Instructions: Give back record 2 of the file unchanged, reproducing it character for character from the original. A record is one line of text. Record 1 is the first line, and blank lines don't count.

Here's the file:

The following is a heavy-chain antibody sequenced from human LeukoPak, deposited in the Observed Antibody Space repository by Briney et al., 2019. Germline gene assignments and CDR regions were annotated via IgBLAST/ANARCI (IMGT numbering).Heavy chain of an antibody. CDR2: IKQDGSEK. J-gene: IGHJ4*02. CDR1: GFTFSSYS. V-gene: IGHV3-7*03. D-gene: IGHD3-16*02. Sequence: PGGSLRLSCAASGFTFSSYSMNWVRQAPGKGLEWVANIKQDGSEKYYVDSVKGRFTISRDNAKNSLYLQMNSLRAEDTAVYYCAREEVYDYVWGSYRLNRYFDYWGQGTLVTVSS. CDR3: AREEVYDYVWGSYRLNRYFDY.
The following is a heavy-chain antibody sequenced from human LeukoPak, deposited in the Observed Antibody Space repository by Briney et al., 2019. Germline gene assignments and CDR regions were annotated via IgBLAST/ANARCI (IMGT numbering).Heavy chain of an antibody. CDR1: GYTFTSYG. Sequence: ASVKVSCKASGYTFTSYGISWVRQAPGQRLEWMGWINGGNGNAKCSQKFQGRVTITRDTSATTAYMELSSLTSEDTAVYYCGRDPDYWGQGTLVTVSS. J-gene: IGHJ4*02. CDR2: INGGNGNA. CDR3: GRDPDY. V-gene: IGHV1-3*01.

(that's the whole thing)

The following is a heavy-chain antibody sequenced from human LeukoPak, deposited in the Observed Antibody Space repository by Briney et al., 2019. Germline gene assignments and CDR regions were annotated via IgBLAST/ANARCI (IMGT numbering).Heavy chain of an antibody. CDR1: GYTFTSYG. Sequence: ASVKVSCKASGYTFTSYGISWVRQAPGQRLEWMGWINGGNGNAKCSQKFQGRVTITRDTSATTAYMELSSLTSEDTAVYYCGRDPDYWGQGTLVTVSS. J-gene: IGHJ4*02. CDR2: INGGNGNA. CDR3: GRDPDY. V-gene: IGHV1-3*01.